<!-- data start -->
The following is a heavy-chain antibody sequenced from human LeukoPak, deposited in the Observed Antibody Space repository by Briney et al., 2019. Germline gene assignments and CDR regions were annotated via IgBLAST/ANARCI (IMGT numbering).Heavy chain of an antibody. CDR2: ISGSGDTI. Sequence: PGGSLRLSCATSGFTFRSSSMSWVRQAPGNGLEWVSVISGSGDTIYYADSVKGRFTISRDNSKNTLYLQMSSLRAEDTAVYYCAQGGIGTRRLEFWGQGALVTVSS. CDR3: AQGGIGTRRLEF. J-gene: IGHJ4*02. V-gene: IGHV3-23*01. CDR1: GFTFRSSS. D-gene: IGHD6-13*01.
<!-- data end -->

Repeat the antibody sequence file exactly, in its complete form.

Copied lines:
The following is a heavy-chain antibody sequenced from human LeukoPak, deposited in the Observed Antibody Space repository by Briney et al., 2019. Germline gene assignments and CDR regions were annotated via IgBLAST/ANARCI (IMGT numbering).Heavy chain of an antibody. CDR2: ISGSGDTI. Sequence: PGGSLRLSCATSGFTFRSSSMSWVRQAPGNGLEWVSVISGSGDTIYYADSVKGRFTISRDNSKNTLYLQMSSLRAEDTAVYYCAQGGIGTRRLEFWGQGALVTVSS. CDR3: AQGGIGTRRLEF. J-gene: IGHJ4*02. V-gene: IGHV3-23*01. CDR1: GFTFRSSS. D-gene: IGHD6-13*01.